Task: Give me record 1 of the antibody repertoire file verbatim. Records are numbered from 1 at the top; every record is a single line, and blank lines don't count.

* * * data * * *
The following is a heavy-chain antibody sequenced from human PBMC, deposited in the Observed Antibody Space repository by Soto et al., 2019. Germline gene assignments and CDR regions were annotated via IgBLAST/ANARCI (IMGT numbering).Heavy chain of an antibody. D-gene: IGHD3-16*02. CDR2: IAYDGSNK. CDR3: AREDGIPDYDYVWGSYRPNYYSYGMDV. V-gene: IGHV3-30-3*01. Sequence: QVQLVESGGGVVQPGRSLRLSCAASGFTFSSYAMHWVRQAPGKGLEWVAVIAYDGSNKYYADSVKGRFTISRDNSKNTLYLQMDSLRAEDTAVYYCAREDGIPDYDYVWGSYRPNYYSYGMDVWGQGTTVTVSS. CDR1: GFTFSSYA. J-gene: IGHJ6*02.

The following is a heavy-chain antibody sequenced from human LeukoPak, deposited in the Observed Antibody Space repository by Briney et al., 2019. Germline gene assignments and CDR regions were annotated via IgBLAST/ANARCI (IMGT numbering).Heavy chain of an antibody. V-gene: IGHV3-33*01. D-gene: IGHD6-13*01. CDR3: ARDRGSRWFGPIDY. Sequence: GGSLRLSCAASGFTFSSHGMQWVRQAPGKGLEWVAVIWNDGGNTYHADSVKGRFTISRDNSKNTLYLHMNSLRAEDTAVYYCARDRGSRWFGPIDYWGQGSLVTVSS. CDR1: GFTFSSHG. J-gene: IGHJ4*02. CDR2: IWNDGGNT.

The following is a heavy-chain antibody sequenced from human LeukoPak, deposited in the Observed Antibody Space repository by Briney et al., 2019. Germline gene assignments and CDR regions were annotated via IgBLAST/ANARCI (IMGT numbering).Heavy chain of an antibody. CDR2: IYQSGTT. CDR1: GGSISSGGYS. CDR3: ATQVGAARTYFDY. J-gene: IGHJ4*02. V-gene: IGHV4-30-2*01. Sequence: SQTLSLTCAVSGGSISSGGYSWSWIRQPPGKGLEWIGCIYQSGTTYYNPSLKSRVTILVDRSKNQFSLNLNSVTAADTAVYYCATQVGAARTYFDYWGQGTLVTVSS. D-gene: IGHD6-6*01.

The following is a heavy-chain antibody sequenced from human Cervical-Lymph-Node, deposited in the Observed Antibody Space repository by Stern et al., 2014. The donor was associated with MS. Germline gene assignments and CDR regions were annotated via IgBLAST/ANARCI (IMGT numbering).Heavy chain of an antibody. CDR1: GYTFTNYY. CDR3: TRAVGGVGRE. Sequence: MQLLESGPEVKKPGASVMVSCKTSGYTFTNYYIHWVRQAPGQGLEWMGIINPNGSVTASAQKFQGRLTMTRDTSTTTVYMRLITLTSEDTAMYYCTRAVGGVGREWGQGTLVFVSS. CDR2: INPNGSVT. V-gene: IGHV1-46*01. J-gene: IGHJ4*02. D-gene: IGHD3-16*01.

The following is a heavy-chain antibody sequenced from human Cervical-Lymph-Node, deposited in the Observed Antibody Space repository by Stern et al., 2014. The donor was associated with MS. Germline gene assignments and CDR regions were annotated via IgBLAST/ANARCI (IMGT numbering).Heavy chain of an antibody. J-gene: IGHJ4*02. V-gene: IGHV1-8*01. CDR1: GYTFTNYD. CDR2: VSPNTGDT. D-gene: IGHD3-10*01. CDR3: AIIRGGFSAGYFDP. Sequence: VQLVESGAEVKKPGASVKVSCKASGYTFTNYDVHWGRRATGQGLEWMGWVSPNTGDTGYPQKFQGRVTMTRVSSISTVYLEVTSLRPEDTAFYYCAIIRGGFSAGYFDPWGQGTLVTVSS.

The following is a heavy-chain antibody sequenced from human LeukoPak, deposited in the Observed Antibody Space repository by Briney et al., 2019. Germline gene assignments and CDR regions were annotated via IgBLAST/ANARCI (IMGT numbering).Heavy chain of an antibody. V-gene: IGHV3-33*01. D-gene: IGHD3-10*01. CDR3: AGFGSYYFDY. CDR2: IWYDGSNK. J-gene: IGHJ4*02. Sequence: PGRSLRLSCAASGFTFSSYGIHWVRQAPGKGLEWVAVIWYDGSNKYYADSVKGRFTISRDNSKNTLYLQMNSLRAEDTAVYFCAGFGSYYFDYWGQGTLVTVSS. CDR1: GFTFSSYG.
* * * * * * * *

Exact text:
The following is a heavy-chain antibody sequenced from human PBMC, deposited in the Observed Antibody Space repository by Soto et al., 2019. Germline gene assignments and CDR regions were annotated via IgBLAST/ANARCI (IMGT numbering).Heavy chain of an antibody. D-gene: IGHD3-16*02. CDR2: IAYDGSNK. CDR3: AREDGIPDYDYVWGSYRPNYYSYGMDV. V-gene: IGHV3-30-3*01. Sequence: QVQLVESGGGVVQPGRSLRLSCAASGFTFSSYAMHWVRQAPGKGLEWVAVIAYDGSNKYYADSVKGRFTISRDNSKNTLYLQMDSLRAEDTAVYYCAREDGIPDYDYVWGSYRPNYYSYGMDVWGQGTTVTVSS. CDR1: GFTFSSYA. J-gene: IGHJ6*02.